Simple iptables syntax

Just a couple of examples of simple iptables rules for fun and profit.

This was tested on RHEL 6.

See the chapter on iptables in the Red Hat Enterprise Linux (RHEL) Security Guide here. If using a different version of RHEL or Fedora, be sure to check any doc specific to the distribution and version.

The iptables utility is used to manage the packet filter rules for the Linux kernel. By default RHEL is only configured to allow access to port 22 (ssh). Everything else is blocked.

Note that the default, at least on RHEL, is that anything not explicitly permitted is excluded.

To restrict access to port 636 to all but two specific IP addresses (say, an application server and your workstation):

iptables -I INPUT -p tcp -m tcp -s 192.168.4.20 --dport 636 -j ACCEPT
iptables -I INPUT -p tcp -m tcp -s 10.2.11.67 --dport 636 -j ACCEPT

The above assumes you don’t have any “DROP” or “REJECT” rules otherwise allowing or rejecting access to port 636. Note that adding the subnet mask for an address (e.g. 192.168.4.0/16), will be interpreted as a direction to allow access to a subnet.

A note on syntax: when issuing an iptables command, take “-I” to mean “Insert at top”, while “-A” means “Append”. Because most tables will have their exclusionary rules at the bottom you’ll want to use the “-I” switch when creating new exceptions. Some manual adjustment may be needed later on for clarity or to tune firewall behavior.

To save the configuration so it survives the next reboot:

iptables-save >/etc/sysconfig/iptables

The actual file would look something like this:

# Generated by iptables-save v1.4.7 on Mon Feb 25 15:17:41 2013
*filter
:INPUT ACCEPT [0:0]
:FORWARD ACCEPT [0:0]
:OUTPUT ACCEPT [38:11824]
-A INPUT -m state --state RELATED,ESTABLISHED -j ACCEPT 
-A INPUT -p icmp -j ACCEPT 
-A INPUT -i lo -j ACCEPT
-A INPUT -s 192.168.4.20 -p tcp -m tcp --dport 636 -j ACCEPT 
-A INPUT -s 10.2.11.67 -p tcp -m tcp --dport 636 -j ACCEPT
-A INPUT -s 172.16.0.0/16 -p tcp -m tcp --dport 636 -j ACCEPT
-A INPUT -p tcp -m state --state NEW -m tcp --dport 443 -j ACCEPT 
-A INPUT -p tcp -m state --state NEW -m tcp --dport 22 -j ACCEPT 
-A INPUT -p tcp -m state --state NEW -m tcp --dport 80 -j ACCEPT 
-A INPUT -j REJECT --reject-with icmp-host-prohibited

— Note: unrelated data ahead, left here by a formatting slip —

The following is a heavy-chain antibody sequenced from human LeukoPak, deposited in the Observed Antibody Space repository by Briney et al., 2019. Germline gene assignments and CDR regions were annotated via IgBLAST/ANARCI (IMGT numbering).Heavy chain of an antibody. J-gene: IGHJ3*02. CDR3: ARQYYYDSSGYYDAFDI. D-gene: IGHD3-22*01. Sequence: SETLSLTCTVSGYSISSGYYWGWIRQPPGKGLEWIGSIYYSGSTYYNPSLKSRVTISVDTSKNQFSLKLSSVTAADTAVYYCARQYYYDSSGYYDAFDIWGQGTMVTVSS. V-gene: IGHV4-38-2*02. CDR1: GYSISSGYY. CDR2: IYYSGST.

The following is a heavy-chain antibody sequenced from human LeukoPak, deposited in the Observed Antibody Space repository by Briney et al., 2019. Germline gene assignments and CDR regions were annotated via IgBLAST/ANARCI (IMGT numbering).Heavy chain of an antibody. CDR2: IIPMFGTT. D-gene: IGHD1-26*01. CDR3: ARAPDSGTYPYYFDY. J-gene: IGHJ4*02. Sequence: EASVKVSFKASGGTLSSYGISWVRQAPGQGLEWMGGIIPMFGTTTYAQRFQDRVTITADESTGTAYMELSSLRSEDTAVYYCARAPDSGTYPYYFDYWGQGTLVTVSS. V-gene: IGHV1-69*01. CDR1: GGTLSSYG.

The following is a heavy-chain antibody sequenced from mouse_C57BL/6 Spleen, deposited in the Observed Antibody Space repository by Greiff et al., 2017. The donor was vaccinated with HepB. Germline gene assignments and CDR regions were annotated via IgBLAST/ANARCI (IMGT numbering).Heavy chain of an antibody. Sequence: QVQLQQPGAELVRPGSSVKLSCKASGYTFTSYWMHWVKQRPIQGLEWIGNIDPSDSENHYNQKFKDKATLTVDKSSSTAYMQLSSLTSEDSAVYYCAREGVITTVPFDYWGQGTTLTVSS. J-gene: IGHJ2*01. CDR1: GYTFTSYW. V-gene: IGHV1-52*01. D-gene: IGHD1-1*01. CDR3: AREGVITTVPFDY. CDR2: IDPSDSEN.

-A FORWARD -j REJECT --reject-with icmp-host-prohibited 
COMMIT
# Completed on Mon Feb 25 15:17:41 2013

In the table above those lines beginning with “-A” are “Added” to the table at their location (recall that the command used to created them employed the “-I”, or “Insert”, switch). I did manually edit this table a bit for clarity.

That third “-s” directive above allows access to any host on the 172.16.0.0/16 network.

Note that the iptables-save command can be run without piping to a file to see what would be written.

The above is tidied up a bit from the raw output of iptables-save. In particular I moved the ACCEPT statements for those two specific hosts to put them just after the ACCEPT for the lo interface.

To effect changes made directly to the file simply bounce the iptables service. On RHEL 6:

service iptables restart

Notice that new rules are added to the top of the file by default. Remember this when you’re creating DROP or REJECT rules. If you want to avoid trouble move those to the bottom of the rule list so your ACCEPT rules will take precedence (you could also add your blocking rules first, if you plan that far ahead — my own preference is to edit the tables file directly and then apply). For example, take a look at this:

-A INPUT -s 192.168.4.20 -p tcp -m tcp --dport 636 -j ACCEPT 
-A INPUT -s 10.2.11.67 -p tcp -m tcp --dport 636 -j ACCEPT
-A INPUT -s 172.16.0.0/16 -p tcp -m tcp --dport 636 -j ACCEPT
-A INPUT -p tcp -m tcp --dport 636 -j DROP 

Everything will work fine so long as you remember to allow first, deny after.

Further Reading
Take a look at these two tutorials, one from the CentOS Wiki and the other from Nixcraft:

http://wiki.centos.org/HowTos/Network/IPTables

http://www.cyberciti.biz/faq/rhel-fedorta-linux-iptables-firewall-configuration-tutorial/

Here’s more:

25 Most Frequently Used Linux IPTables Rules Examples

Linux: 20 IPTables Examples for New SysAdmins

iptables: Small manual and tutorial with some examples and tips

Access Control with Netfilter/iptables

Linux Firewalls Using iptables

iptables debugging

Google around a bit and you’ll find even more.

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About phil

My name is Phil Lembo. In my day job I’m an enterprise IT architect for a leading distribution and services company. The rest of my time I try to maintain a semi-normal family life in the suburbs of Raleigh, NC. E-mail me at philipATlembobrothersDOTcom. The opinions expressed here are entirely my own and not those of my employers, past, present or future (except where I quote others, who will need to accept responsibility for their own rants).